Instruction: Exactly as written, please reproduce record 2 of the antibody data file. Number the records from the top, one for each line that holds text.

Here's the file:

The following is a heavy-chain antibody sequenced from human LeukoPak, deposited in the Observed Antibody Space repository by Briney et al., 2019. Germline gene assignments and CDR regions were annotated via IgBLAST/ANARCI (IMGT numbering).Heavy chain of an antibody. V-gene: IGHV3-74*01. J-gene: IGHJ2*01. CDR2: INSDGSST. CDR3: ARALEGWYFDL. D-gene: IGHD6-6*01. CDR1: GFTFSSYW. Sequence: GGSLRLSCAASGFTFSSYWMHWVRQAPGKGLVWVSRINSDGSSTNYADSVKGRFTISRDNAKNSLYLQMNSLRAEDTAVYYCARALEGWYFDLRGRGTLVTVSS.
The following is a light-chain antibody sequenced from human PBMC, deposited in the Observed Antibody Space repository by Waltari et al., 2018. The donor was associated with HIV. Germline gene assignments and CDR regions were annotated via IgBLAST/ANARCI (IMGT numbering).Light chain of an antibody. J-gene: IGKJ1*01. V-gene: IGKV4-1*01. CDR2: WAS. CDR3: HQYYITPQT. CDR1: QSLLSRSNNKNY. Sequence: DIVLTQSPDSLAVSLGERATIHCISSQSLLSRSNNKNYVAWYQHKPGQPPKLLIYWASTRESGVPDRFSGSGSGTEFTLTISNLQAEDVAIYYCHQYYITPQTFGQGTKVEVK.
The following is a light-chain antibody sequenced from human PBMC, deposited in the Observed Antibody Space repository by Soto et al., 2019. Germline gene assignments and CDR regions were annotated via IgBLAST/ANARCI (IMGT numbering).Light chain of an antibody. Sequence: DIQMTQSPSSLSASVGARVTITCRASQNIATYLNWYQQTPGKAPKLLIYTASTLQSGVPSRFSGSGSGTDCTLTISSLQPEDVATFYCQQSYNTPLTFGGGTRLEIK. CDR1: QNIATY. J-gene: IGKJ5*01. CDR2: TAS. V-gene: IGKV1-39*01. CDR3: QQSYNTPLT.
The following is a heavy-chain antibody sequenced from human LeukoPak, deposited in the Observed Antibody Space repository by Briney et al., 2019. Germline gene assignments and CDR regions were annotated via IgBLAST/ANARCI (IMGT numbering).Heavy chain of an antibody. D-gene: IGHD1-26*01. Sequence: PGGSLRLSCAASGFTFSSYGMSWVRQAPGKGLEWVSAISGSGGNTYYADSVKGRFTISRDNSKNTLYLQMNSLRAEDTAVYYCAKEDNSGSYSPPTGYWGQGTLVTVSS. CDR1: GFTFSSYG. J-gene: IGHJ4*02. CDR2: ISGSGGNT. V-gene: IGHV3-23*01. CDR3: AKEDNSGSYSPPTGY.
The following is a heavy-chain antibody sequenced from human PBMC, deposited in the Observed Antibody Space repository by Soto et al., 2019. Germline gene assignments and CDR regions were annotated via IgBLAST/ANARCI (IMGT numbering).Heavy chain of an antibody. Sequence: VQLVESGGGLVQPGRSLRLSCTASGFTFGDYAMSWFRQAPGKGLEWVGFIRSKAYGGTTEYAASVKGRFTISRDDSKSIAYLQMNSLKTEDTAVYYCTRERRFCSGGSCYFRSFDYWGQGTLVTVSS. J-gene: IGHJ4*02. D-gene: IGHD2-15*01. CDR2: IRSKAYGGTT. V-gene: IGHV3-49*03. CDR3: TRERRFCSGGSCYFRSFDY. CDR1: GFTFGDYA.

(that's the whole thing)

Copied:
The following is a light-chain antibody sequenced from human PBMC, deposited in the Observed Antibody Space repository by Waltari et al., 2018. The donor was associated with HIV. Germline gene assignments and CDR regions were annotated via IgBLAST/ANARCI (IMGT numbering).Light chain of an antibody. J-gene: IGKJ1*01. V-gene: IGKV4-1*01. CDR2: WAS. CDR3: HQYYITPQT. CDR1: QSLLSRSNNKNY. Sequence: DIVLTQSPDSLAVSLGERATIHCISSQSLLSRSNNKNYVAWYQHKPGQPPKLLIYWASTRESGVPDRFSGSGSGTEFTLTISNLQAEDVAIYYCHQYYITPQTFGQGTKVEVK.